VA celebrates Women’s History Month

Celebrating Women Veterans: Extraordinary Firsts and Quiet Courage


shadow

There has never been one kind of woman Veteran. Yes, they are often mothers and sisters. But they are also leaders, teachers, nurses, and doctors. They represent the fastest growing Veteran group. This women’s history month, we are reflecting on their contributions to the U.S. military.

It starts at the American Revolution with women like Deborah Samson. She answered the call to defend her country in 1782. She joined the Patriot forces disguised as a man because women could not be in the military.

Samson did dangerous work searching for enemy troops for nearly two years. No one knew she was a woman until she was injured. She had to leave the service, but she was the only woman in the revolution to earn a military pension.

Determined women answered the call again during the Civil War. These were women like Dr. Mary Edwards Walker and Cathay Williams. One became the first female surgeon in the U.S. Army and the only female Medal of Honor recipient. The other was the only black woman on record to serve in the Army in the 1800s.

Designed the bar code system

More recently, Glenna Sue Kinnick designed the bar code system — bar code medication administration (BCMA), which was first implemented in 1995. She created this to prevent medication errors in health care settings and to improve the quality and safety of medication administration.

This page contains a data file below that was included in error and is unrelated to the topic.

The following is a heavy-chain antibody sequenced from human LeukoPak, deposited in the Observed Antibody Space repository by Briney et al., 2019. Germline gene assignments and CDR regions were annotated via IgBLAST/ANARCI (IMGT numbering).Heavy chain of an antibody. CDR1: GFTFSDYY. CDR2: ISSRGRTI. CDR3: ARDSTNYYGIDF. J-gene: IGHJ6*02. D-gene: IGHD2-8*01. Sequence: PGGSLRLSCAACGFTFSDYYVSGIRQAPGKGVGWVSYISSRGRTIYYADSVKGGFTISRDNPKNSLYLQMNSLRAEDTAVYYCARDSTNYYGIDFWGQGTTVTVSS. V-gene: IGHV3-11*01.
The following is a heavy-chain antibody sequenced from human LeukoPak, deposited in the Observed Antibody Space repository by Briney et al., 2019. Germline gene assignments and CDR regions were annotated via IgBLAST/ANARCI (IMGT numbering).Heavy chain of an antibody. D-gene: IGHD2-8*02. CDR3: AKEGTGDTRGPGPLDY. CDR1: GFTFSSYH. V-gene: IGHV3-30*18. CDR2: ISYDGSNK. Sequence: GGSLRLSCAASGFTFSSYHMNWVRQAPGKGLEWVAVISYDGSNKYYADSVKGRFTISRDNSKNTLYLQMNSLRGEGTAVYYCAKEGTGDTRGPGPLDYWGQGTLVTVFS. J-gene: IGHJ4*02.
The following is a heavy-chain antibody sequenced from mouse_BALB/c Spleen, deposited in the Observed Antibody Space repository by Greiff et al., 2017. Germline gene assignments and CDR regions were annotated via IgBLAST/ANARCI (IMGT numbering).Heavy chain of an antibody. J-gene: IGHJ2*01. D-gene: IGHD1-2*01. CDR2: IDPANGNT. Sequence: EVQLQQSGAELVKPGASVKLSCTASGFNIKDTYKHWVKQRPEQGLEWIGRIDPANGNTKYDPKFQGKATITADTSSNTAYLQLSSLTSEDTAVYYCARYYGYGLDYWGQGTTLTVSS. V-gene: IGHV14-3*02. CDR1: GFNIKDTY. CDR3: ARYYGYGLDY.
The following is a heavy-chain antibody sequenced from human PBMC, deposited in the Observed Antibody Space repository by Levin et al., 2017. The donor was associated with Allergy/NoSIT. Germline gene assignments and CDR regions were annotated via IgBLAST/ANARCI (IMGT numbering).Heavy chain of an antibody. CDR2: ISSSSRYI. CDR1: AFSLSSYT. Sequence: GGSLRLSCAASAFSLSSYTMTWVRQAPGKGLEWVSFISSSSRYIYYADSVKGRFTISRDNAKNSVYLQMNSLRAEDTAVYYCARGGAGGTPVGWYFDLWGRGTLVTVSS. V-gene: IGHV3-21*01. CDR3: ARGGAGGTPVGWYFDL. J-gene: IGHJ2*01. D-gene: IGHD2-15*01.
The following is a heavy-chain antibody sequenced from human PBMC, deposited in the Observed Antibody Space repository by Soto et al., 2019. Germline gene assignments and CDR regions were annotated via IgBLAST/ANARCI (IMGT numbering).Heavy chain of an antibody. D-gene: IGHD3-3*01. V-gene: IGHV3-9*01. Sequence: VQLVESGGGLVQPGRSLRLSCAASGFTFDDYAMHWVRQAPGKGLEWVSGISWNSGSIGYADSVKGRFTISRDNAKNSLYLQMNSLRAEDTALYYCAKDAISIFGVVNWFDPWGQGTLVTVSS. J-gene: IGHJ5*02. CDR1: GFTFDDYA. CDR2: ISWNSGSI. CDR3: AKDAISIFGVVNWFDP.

From spying and field medicine to combat and command, these women became heroes, though that was not their intention. They were serving a nation they loved and in doing so became legends. Their courage led those who came after to dream bigger and reach further.

Please join us as we celebrate women Veterans, the history they have made, and the trails they have blazed for those who follow.

Learn more here.


About the author: This article was submitted by VA’s Women’s Health Services Office. Created in 1988, the Women Veterans Health Program was created to streamline services for women Veterans to provide more cost-effective medical and psychosocial care. 

Author

VAntagePoint Contributor

— VAntage Point Contributors provide insight and perspective on a wide range of Veterans issues. If you’d like to contribute a story to VAntage Point, learn how you can submit a guest blog at http://www.blogs.va.gov/VAntage/how-to-submit-a-guest-post/

Comments

  1. Mary Hampton    

    Thank you I am a MST survivor as well. Having to bear a child after the rape, it really made me mental unstable. I have been in treatment 8 years. After not having received any treatment for over 40 some years . I am still having issues but my treatments help me survive day to day . I thank the VA for their continuous interest in me and helping me through this emotional state that has been a part of most all of my adult life.

Comments are closed.